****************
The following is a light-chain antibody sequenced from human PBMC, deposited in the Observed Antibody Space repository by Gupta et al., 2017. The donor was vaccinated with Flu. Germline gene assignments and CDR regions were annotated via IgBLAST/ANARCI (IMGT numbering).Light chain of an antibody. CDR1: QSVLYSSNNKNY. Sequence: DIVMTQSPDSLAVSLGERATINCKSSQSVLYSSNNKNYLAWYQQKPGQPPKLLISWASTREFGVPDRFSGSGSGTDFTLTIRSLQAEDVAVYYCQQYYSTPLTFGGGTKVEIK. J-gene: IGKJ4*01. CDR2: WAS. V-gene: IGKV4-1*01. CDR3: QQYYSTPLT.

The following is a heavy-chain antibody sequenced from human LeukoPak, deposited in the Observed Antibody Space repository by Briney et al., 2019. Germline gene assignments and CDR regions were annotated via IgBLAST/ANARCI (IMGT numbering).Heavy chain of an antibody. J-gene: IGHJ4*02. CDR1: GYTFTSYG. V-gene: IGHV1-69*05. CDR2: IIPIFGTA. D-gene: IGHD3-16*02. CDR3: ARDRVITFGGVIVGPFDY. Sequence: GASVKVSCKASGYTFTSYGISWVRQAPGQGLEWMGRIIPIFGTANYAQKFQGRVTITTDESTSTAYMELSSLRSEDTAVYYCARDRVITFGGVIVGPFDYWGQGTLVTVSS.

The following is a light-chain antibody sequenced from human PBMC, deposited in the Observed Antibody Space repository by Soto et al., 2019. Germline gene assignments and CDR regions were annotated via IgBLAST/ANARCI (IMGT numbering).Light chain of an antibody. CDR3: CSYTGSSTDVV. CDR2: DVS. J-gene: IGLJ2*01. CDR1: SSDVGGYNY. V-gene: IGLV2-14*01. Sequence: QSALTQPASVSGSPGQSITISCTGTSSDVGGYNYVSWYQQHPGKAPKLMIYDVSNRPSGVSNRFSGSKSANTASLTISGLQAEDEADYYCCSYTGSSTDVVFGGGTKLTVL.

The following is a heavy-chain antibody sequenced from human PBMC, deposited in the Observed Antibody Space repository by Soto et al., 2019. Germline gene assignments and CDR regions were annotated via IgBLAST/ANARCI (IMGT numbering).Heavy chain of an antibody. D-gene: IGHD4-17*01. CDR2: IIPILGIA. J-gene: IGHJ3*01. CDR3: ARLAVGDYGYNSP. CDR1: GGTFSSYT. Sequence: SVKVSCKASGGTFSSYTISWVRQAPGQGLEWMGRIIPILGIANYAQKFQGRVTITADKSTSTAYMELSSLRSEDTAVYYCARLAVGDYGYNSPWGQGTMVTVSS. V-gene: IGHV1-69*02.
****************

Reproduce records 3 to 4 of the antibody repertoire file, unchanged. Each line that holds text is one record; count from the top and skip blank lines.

The following is a light-chain antibody sequenced from human PBMC, deposited in the Observed Antibody Space repository by Soto et al., 2019. Germline gene assignments and CDR regions were annotated via IgBLAST/ANARCI (IMGT numbering).Light chain of an antibody. CDR3: CSYTGSSTDVV. CDR2: DVS. J-gene: IGLJ2*01. CDR1: SSDVGGYNY. V-gene: IGLV2-14*01. Sequence: QSALTQPASVSGSPGQSITISCTGTSSDVGGYNYVSWYQQHPGKAPKLMIYDVSNRPSGVSNRFSGSKSANTASLTISGLQAEDEADYYCCSYTGSSTDVVFGGGTKLTVL.

The following is a heavy-chain antibody sequenced from human PBMC, deposited in the Observed Antibody Space repository by Soto et al., 2019. Germline gene assignments and CDR regions were annotated via IgBLAST/ANARCI (IMGT numbering).Heavy chain of an antibody. D-gene: IGHD4-17*01. CDR2: IIPILGIA. J-gene: IGHJ3*01. CDR3: ARLAVGDYGYNSP. CDR1: GGTFSSYT. Sequence: SVKVSCKASGGTFSSYTISWVRQAPGQGLEWMGRIIPILGIANYAQKFQGRVTITADKSTSTAYMELSSLRSEDTAVYYCARLAVGDYGYNSPWGQGTMVTVSS. V-gene: IGHV1-69*02.